Waking up at 4 a.m. in 35 degree weather just to get on a 4 hour bus ride is not the ideal Saturday morning. But when it means you’re going to see a match in soccer’s oldest competition at one of England’s most historic stadiums… it kind of makes it worth it.
Swansea City were playing Sheffield Wednesday in the 5th round of the English FA Cup at Hillsborough Stadium, and myself and two other Americans decided to ride the coach from Swansea with the rest of the Jack Army.
The Jack Army, like many other supporters groups, is the most passionate group of Swansea supporters who attend every game-- even when it’s a trek as long as this. Whether they have work the next morning or have to sacrifice their rainy day fund these fans are always there. If there was ever a heartbeat of a club it would be the supporters groups.
We set out on the road before the sun even rose and the journey started in the hills of South Wales. Although I was tired from a short sleep the previous night, I couldn’t help but admire the passing scenery outside the coach window. Rolling foothills and seemingly endless forest slowly changed into flatter planes and farms.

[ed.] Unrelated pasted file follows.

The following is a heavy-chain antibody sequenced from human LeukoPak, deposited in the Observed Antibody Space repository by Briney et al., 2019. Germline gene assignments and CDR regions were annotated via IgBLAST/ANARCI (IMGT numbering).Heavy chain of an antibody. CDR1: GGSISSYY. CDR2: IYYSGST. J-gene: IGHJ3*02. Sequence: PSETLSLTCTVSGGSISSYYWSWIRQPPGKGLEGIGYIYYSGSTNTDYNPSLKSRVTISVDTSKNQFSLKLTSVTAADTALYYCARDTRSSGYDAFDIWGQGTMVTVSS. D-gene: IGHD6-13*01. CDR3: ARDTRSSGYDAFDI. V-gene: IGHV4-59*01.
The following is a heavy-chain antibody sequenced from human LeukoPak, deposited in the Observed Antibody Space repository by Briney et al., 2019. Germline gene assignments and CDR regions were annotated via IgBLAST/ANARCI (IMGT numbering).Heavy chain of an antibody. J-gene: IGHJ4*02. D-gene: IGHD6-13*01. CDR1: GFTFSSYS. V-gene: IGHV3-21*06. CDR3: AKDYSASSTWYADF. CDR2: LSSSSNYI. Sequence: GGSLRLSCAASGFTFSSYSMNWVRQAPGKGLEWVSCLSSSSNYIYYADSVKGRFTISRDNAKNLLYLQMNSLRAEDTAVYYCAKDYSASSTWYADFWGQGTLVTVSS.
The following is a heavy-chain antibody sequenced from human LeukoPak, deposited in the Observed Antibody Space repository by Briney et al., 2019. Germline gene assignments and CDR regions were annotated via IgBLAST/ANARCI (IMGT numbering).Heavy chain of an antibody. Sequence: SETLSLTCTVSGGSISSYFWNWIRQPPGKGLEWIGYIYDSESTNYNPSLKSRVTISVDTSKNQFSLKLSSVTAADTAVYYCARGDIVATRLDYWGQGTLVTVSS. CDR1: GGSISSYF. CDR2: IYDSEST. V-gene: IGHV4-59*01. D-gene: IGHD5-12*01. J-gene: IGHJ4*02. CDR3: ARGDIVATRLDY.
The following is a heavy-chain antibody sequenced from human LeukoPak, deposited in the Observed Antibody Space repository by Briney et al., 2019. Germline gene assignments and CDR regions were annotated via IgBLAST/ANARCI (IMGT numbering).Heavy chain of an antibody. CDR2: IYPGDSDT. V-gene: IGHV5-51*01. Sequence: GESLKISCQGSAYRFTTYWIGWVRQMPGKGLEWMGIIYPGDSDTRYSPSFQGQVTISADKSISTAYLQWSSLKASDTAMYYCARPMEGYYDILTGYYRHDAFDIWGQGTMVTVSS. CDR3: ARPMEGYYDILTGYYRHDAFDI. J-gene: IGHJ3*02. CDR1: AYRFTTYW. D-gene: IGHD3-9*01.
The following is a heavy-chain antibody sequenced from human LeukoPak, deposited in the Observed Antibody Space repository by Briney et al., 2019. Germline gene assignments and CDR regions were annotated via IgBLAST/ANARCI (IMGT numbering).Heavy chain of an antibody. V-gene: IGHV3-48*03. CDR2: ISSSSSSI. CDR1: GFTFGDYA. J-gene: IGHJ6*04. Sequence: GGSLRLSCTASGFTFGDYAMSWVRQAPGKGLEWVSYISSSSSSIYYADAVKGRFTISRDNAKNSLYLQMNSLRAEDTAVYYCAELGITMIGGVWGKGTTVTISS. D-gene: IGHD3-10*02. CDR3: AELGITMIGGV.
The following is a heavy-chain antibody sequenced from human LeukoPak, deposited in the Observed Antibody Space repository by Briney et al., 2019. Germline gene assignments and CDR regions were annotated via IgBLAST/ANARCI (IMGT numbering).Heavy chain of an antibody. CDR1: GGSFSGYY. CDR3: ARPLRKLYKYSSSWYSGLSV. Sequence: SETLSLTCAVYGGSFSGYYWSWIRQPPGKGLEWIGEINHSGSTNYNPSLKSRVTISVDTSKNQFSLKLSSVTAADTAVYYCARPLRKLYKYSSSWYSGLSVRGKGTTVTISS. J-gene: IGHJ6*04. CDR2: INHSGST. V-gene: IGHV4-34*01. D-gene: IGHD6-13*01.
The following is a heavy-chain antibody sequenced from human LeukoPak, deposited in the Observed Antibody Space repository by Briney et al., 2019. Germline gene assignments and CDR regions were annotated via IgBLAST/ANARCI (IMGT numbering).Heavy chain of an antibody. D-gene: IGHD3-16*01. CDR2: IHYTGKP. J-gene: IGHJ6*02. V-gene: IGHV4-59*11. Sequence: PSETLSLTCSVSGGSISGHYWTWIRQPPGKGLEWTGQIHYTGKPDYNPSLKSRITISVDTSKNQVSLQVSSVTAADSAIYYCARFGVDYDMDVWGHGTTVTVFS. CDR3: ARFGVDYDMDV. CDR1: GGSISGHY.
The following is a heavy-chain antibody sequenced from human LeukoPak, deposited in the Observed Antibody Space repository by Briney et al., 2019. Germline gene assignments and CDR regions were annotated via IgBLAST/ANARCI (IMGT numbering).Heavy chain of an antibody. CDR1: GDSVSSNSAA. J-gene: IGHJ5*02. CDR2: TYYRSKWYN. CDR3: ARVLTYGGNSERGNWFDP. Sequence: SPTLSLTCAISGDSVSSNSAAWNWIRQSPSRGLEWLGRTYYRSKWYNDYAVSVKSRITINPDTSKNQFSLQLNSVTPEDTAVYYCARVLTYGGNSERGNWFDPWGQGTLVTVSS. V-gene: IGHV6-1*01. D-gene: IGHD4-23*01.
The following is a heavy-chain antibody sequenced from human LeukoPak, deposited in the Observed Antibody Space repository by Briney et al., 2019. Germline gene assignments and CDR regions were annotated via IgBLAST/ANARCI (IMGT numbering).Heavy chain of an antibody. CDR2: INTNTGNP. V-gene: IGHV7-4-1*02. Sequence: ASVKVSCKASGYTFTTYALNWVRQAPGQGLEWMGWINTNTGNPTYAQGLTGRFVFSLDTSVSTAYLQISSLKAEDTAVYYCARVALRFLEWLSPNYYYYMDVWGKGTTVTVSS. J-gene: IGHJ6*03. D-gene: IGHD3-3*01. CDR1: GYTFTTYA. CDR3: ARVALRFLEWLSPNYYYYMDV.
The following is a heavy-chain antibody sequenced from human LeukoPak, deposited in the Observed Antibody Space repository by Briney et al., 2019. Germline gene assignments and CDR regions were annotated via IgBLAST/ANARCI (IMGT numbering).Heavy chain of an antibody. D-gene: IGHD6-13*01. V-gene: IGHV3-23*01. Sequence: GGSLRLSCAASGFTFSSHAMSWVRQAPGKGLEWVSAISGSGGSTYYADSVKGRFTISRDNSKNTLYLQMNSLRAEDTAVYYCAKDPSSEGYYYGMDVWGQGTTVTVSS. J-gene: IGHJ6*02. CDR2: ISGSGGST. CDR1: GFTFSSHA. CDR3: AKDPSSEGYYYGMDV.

We passed by working class towns like Newport with the factories running in the early morning and the midlands of Nottingham by midday. We arrived in Sheffield a couple hours ahead of kickoff, just as the city was buzzing with match day excitement.
After grabbing a traditional British steak pie and making the way to our seats, I found myself in a stadium that hosted FIFA World Cup and UEFA Euro matches as well as some of English soccer’s greatest matches; a stadium where you could feel the history as you passed through the turnstiles.
George Orwell once wrote that “Sheffield, I suppose, could justly claim to be called the ugliest town in the Old World.” I think he would have found the match itself to be pretty similar.
A 0-0 conservative draw that was far different from the 8-1 smashing I had saw in the previous round in Swansea. Nevertheless, the atmosphere remained enthralling and I couldn’t help but soak in the moment of being at a place that previously only existed through my television screen.
Although I sat enthralled, at the end of the match I wasn’t quite ready to go. But as quick as we got off the coach we were right back on and only making a stop for dinner.
It was a quick Saturday trip, but I had seen more of the U.K. in the span of 11 hours than I had before then. I also didn’t have to spend more than $38 on the bus or match ticket.
I guess that’s why it has always been the working man’s game, and I’m not going to argue with that.